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July 15, 2017 at 7:57 am
Am I right to assume that Ke i in the formula is the Beta asset?
John Moffat says
July 15, 2017 at 11:02 am
No – it is the cost of equity.
July 15, 2017 at 12:41 pm
Sorry, what I meant was that the cost of equity calculated is using beta asset right?
July 15, 2017 at 5:27 pm
That is correct 🙂
February 5, 2017 at 10:42 pm
Sir, am i right in assuming that when there is tax, the rate at which the cost of equity increases isn’t as high as when there is no tax, because tax relief reduces the risk for shareholders, and thus not as high a return is demanded? And if i am right regarding that, then isnt that also a factor in causing the WACC to fall? Like more of pulling down by even cheaper debt plus not as much pulling up by equity as when there is tax?
Thanks a lot!
February 6, 2017 at 8:40 am
It is true, but the predominant factor remains the fact that debt becomes so much cheaper with tax relief on the interest.
August 11, 2015 at 3:53 pm
I have question on M&M proposition with company taxes.
It is to say that company can enjoy tax shield only if they are paying tax.
If a company were in loss making position, I would assume there will be no benefit in taking debt financing as there will not be any tax savings? Am I right to say that?
August 11, 2015 at 4:32 pm
In the year(s) that they make the loss then certainly there will be no tax saving.
However, they are not going to make losses every year otherwise they would close down.
The debt interest will increase the loss, and therefore there will be more loss relief available in future years when they make a profit. So they will still end up getting the tax saving – it will just be delayed.
May 23, 2015 at 8:46 am
Can you please explain why indirect costs are not considered when computing the NPV. Is this because they are not related to the Project, for which we compute the NPV?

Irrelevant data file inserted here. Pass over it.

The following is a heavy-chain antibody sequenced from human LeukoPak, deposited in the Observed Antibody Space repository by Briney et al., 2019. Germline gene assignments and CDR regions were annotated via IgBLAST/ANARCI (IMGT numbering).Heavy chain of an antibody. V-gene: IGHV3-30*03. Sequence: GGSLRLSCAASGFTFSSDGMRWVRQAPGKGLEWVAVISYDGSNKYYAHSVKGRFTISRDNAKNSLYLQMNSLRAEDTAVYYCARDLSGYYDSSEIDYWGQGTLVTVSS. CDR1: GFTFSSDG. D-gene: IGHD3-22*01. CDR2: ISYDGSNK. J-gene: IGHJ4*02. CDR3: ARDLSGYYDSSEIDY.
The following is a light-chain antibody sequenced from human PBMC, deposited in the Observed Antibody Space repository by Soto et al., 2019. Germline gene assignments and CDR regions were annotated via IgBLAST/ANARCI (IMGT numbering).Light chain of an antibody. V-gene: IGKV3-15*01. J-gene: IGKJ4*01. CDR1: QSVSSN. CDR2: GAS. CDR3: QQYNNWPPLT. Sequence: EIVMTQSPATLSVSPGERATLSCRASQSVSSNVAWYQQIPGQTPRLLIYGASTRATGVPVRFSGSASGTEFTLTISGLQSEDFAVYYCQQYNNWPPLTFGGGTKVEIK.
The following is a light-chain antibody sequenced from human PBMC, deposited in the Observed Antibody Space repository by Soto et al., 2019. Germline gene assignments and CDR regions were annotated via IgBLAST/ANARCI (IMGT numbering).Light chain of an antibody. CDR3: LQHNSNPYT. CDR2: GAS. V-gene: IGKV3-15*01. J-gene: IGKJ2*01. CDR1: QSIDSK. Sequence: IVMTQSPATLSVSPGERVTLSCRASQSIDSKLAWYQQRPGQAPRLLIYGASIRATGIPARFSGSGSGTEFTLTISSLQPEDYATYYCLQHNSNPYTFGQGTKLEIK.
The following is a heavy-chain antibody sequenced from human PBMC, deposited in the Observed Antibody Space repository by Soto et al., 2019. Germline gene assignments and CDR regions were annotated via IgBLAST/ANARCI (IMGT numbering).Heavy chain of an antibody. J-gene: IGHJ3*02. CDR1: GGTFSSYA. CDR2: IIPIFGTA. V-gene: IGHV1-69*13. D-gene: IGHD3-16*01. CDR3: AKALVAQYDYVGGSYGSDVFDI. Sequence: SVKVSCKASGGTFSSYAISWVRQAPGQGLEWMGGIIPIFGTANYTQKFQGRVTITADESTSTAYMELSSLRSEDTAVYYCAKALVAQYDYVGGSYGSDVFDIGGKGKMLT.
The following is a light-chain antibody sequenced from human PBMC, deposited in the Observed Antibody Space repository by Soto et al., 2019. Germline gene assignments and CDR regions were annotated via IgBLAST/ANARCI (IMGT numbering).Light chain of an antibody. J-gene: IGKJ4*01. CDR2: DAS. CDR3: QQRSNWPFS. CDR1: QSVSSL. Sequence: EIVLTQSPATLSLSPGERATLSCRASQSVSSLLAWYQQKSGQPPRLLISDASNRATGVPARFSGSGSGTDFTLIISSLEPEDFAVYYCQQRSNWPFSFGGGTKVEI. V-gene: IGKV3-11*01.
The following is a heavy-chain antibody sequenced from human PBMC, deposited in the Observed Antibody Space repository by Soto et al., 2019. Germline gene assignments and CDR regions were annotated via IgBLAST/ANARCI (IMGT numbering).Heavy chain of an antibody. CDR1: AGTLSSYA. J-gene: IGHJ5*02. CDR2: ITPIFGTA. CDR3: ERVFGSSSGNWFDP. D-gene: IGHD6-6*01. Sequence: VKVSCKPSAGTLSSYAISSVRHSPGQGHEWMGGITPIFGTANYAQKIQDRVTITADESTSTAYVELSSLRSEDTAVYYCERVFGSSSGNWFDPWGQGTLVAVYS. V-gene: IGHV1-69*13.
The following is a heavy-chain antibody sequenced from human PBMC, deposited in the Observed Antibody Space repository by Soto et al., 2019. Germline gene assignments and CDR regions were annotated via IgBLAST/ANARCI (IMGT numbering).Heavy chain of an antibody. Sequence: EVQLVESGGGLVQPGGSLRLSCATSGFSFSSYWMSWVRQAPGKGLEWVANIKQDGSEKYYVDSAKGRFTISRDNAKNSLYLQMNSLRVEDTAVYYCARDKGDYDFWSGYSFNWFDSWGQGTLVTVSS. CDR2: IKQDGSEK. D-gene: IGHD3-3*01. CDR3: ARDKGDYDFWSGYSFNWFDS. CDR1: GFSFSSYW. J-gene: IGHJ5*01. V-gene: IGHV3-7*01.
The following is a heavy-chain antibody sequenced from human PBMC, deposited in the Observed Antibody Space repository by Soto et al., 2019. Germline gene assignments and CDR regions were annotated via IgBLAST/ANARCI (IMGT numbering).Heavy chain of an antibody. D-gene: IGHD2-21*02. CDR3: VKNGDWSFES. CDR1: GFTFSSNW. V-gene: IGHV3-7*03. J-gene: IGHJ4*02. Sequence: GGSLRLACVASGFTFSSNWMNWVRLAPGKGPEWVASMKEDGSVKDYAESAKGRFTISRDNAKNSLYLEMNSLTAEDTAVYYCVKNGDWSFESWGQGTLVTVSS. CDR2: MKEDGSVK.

I want to have a clear understanding with respect to indirect costs definition.
May 23, 2015 at 9:29 am
We are only concerned with extra cash flows to the company as a result of doing the project. It does not matter whether costs are direct or indirect.
What you do have to be careful about are indirect fixed costs. If total fixed costs to the company change, then the extra is relevant. However, if all that is happening is that some of an existing fixed total is being allocated to the project for profit purposes then it is not relevant – we can allocate fixed costs any we want for profit purposes, but it is only if the total changes as a result of doing the project that we bring it in for NPV calculations.
May 23, 2015 at 6:48 pm
Thanks a lot for clear explanation.
mishalle hira says
May 15, 2015 at 7:47 pm
Hi! In example 1 why is it 0.4 and not 0.4 over 0.6?? It says vd over ve, where as the example has taken vd over ve+vd that is 0.4/(0.4+0.6). Thank you in advance for all the help.
May 16, 2015 at 9:50 am
Gearing can be expressed in two ways. Here it is given in the question as debt to equity. So for every 100 of equity, the debt is 40.
So Vd/Ve = 40/100 = 0.4
October 18, 2014 at 11:28 am
any body please tell me how i can complete my Ethic module to get my FIA certificate..?
October 18, 2014 at 1:01 pm
Please post this in the general forum and not under a lecture on something that has nothing at all to do with the ethics module.
October 18, 2014 at 11:14 am